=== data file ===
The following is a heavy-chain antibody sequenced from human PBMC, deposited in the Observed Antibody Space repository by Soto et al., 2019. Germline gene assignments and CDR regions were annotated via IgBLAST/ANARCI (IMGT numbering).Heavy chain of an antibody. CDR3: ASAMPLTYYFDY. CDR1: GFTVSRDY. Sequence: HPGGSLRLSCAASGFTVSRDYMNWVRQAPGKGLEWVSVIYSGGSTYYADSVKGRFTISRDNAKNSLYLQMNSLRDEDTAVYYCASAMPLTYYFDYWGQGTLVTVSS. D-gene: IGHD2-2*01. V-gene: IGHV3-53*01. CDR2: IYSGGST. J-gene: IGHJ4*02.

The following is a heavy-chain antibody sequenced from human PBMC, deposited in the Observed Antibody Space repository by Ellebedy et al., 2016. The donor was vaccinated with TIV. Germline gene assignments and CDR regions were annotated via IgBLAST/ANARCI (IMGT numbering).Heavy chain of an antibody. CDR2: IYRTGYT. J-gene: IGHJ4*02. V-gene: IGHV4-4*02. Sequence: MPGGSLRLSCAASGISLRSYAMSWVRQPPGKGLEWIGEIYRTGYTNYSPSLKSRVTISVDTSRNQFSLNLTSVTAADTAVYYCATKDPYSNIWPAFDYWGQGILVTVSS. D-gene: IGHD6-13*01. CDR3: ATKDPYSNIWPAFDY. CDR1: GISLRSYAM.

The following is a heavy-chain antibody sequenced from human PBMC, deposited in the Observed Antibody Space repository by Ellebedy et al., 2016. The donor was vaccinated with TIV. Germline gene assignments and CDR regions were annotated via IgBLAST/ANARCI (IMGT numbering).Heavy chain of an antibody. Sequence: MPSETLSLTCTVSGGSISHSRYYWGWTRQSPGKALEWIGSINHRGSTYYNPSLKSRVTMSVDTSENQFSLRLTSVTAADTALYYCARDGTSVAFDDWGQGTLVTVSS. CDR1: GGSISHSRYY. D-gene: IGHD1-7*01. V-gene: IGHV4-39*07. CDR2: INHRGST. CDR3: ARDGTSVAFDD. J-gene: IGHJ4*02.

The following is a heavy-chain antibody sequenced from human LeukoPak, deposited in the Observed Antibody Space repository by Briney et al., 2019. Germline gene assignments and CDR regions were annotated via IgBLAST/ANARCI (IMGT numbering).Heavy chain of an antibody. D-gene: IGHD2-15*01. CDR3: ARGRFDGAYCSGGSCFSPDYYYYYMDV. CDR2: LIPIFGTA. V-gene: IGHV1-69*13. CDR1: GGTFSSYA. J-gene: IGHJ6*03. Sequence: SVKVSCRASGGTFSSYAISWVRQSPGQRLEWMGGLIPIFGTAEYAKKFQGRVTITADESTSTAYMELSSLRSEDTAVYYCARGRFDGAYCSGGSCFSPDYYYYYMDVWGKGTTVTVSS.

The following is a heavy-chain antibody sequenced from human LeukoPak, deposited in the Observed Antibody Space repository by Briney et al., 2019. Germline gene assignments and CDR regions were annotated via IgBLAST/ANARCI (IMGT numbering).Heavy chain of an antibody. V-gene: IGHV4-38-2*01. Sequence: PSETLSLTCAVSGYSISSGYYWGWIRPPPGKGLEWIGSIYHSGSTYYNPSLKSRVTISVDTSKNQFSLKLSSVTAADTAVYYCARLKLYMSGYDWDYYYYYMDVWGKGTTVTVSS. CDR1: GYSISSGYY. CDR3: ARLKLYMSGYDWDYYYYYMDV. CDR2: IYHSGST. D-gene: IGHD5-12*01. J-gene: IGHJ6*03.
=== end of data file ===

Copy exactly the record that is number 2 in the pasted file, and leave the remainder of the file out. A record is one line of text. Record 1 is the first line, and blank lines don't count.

The following is a heavy-chain antibody sequenced from human PBMC, deposited in the Observed Antibody Space repository by Ellebedy et al., 2016. The donor was vaccinated with TIV. Germline gene assignments and CDR regions were annotated via IgBLAST/ANARCI (IMGT numbering).Heavy chain of an antibody. CDR2: IYRTGYT. J-gene: IGHJ4*02. V-gene: IGHV4-4*02. Sequence: MPGGSLRLSCAASGISLRSYAMSWVRQPPGKGLEWIGEIYRTGYTNYSPSLKSRVTISVDTSRNQFSLNLTSVTAADTAVYYCATKDPYSNIWPAFDYWGQGILVTVSS. D-gene: IGHD6-13*01. CDR3: ATKDPYSNIWPAFDY. CDR1: GISLRSYAM.